Euthanasia And The Christian Ethic

The controversial debate on Euthanasia (Mercy Killing) is periodically revived by its proponents, who believe that death is the only dignified way out of a situation that is incurable and fraught with much pain and suffering.

This subject has cropped up again because Pinky Virani, author of the book “Aruna’s Story” petitioned the Supreme Court to sanction Euthanasia for Aruna Shanbagh. She is a nurse who has been lying in a vegetative state for the last 37 years. Virani argued that prolonging such a life was in contravention of Article 21 of the Constitution, which guarantees life with dignity. The least one could do was to accord her dignity in death by Euthanasia.

What Virani asked for was not death by a lethal injection or drugs, but a gradual tapering off of nutrition, which would lead to her death. The Supreme Court’s decision to permit Passive Euthanasia in this case, has generated a lot of discussion between proponents and opponents, though the ruling is still pending legislation.

Obviously the general consensus is against mercy killing. While we leave it to the legal experts and medical activists to quarrel over the implications of the judgement, it is our Christian responsibility to affirm our stand on this important issue. Our debate should take place within the context of our religious beliefs. Pro-Life is our distinctive Christian ethic, and it is on this surmise that we build our arguments regarding Euthanasia.



As Christians, we believe that the Doctrine of Creation and the Doctrine of Redemption illuminates the issues surrounding Man’s death.

“Numerous are the world’s wonders, but none more wondrous than the body of Man,” says Sophocles.

Man is made in the image of God for the worship and enjoyment of God. God breathing into the human form has distinguished Man from all other creatures, and has established a mysterious connection between them. When dust and Divinity met, Man became a living soul. The Divine image resides in his mind and spirit.

Life is precious and our freedom lies in obedience and service to God. Our concern is always for life and living relationships. Respect for God’s creation requires us to refrain from unnecessary destruction of life. Though it is morally justifiable to kill animals for our sustenance, it must be done in a humane way. But there is no justification for taking the life of another human being. Euthanasia if involuntary, is murder, and if voluntary, is suicide. Christ did not advocate suicide because he was too busy advocating a satisfying alternative, “I am the way, the truth and the life.”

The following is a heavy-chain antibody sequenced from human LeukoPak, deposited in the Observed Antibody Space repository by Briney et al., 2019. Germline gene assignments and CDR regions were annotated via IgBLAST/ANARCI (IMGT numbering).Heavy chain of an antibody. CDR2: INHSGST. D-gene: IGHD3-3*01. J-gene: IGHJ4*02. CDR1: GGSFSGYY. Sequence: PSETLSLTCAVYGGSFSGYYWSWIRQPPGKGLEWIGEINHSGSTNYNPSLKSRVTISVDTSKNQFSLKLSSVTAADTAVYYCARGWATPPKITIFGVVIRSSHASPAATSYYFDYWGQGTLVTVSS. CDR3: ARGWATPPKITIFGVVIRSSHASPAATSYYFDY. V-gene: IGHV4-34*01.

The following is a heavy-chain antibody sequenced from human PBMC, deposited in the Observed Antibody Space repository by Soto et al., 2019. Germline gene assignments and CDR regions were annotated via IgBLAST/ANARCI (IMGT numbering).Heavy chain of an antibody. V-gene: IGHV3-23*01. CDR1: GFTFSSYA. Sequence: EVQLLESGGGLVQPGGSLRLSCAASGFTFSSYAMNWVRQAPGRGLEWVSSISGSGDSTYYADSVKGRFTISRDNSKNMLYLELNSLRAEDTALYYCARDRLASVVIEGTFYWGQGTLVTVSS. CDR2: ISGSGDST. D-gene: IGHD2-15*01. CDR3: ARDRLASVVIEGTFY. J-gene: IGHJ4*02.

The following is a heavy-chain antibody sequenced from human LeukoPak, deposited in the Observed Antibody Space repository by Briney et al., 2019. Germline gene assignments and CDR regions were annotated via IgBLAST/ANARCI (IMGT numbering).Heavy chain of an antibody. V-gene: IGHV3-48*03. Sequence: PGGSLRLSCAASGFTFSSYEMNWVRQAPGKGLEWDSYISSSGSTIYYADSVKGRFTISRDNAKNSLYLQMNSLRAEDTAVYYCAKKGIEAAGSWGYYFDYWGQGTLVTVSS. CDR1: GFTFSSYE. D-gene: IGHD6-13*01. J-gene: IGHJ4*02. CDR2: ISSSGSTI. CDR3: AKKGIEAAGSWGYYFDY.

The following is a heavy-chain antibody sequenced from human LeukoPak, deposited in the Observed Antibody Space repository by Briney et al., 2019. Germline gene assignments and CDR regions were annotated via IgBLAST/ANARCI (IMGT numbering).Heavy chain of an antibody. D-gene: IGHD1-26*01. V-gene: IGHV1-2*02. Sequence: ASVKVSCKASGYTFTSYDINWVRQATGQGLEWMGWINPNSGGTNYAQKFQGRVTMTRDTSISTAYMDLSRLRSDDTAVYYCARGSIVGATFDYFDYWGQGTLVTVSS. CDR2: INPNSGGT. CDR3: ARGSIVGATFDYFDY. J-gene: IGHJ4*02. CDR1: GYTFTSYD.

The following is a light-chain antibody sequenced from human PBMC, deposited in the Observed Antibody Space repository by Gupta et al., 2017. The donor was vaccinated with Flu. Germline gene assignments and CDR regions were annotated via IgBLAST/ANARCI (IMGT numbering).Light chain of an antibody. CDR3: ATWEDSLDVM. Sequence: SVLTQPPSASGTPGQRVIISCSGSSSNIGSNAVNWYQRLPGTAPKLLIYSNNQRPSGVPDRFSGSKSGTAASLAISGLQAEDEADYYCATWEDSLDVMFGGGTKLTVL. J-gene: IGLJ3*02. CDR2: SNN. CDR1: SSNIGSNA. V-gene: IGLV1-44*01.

Life is God’s gift and the end is determined by Him. We merely hold it in trust until He thinks fit to end it.



We believe that pain and suffering have a place in human experience, and therefore our intellect and moral sense must understand and approve of it. The most hopeful and constructive attitude is that a person can endure suffering through trusting in God. He is strengthened by the conviction that “all things work together for good to them who love God.” (Rom 8:28) Such faith eliminates bitterness in the face of suffering. It could even promote a cheerful acceptance of pain.

We learn from the life of Joni Erickson Tada. It took her three years to reconcile the paralysis of both lower limbs and her helplessness, with belief in a loving God. From bitterness to trust, from suffering to a total reliance on God, God used her suffering to draw her thoughts to Himself. Suffering exposes the limitation of our own resources and forces us to rethink the direction of our lives in relation to God.

“This happened that we might not rely on ourselves but on God who raises the dead.” (2 Cor 1:9)

Paul said that he pleaded with God not once but three times for the removal of the ‘thorn in his flesh.’ God’s answer was clear. “My Grace is sufficient for you for My power is made perfect in weakness.” (2 Cor 12:9)

Suffering is not always penal though many Christians and non-Christians subscribe to this belief. Suffering may be the plight of many an innocent person. To the question “Who did sin?” Jesus unequivocally stated, “Neither hath this man sinned nor his parents, but that the works of God may be manifested.” (Jn 9:2,3.)

Suffering may be for Man’s moral and spiritual development. Because man is so limited in his intellectual capacity to grasp the infinite purposes of God, suffering remains a mystery.

But despite this lack of understanding, God’s goodness and love transforms our attitude and gives us endurance. Assured that God is good, we cast our care upon Him and develop the conviction that everything falls within the purpose of God.

“The face of suffering undoubtedly causes the greatest challenge to the Christian faith,” says John Stott.